And, above all, that which both men and women must realize is that now is the time to prove that what is really important is the fundamental character of the individual and the personality. A man may be a success as a husband, and a father, a neighbor and a citizen, even if his earning power at the moment has shrunk to almost nil. Just now frequently we are brought up against the fact that what a man can earn has no relation whatsoever to his capacity or his worth as an individual, but we ought to realize as never before, that if a man or a woman can face the present situation with cheerfulness and fulfill obligations in the daily contacts of life, he or she is really showing an amount of fortitude which should make us respect and admire the character which makes it possible.

-Eleanor Roosevelt, It’s Up to the Women


  1. Interesting reflection.  I noticed in the music department that most people’s worth seems to come from their music, a very fickle source indeed.  A few more settled musicians reach within themselves  What happens if that dries up?  Just feeling philosophical… 


  2. Been thinking about how to respond to this for a while because it’s just so true! You’ve wonderfully captured so many thoughts running through our post-grad, 20-something heads. The culture of today’s society is always to “have a plan” but there comes a point when your plans change and take a moment to re-evaluate or you simply don’t want a plan. I often wish people could take interest in an individual’s character (like you said, kindness and creativity), rather than these “milestones” that seem so important for everyone to achieve by the time they’re 30. Really wonderful post ❤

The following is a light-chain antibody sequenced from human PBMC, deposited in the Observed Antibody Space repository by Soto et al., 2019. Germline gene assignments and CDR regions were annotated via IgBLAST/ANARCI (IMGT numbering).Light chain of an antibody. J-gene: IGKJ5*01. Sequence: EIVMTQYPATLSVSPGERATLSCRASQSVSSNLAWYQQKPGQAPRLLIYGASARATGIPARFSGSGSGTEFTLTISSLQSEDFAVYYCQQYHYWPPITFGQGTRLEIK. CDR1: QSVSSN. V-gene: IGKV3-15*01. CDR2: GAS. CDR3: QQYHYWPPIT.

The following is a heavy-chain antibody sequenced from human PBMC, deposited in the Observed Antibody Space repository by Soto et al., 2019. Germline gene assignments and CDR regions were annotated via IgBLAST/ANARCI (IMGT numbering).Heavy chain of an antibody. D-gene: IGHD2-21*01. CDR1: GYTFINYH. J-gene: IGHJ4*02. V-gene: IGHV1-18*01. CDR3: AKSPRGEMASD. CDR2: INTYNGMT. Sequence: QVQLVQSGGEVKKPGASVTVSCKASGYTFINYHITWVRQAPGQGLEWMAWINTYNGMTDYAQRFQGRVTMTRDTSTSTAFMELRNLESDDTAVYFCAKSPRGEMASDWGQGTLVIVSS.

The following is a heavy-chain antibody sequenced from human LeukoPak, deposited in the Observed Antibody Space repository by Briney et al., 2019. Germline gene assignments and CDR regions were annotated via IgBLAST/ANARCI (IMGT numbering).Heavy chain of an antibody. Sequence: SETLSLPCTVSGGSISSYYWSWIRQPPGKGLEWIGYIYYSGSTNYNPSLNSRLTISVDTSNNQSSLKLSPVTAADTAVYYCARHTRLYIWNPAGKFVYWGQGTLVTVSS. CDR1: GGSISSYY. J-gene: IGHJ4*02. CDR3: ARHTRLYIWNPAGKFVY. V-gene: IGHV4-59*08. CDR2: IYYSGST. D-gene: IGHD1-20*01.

Liked by 1 person

    • Thanks Caroline! Especially for taking the time and reading so many of my posts, which at times I worry can be just self-indulgent reflection.

      Liked by 1 person

  3. This is so so true! Your worth and dignity as a person is not defined by your degree or your job— nor Is it defined by your weight or a number on a scale (as Lindy says, ‘You can’t take care of something you hate!’) I love our generation because I feel like we are trying to mould out a different path.

    Liked by 1 person

  4. I really love this. You are exactly right… the way our culture is there is so much pressure to have unwavering clarity about our professional futures. I struggle to define my exact vision, too. Something between artist, mom, teacher, community service giver, small business promoter + good friend, wife, and parent… when you announce something like that there is such a fear of sounding naive and unfocused. But I think a lack of flexibility, creativity, and a fear of risk-taking sets us up for other problems… like falling apart when things don’t go exactly according to plan, or maybe a major mid-life crisis down the road. I love what you said about being happy even though you are traveling through a transitional phase. You are brave, and I appreciate examples like yours.

    Liked by 1 person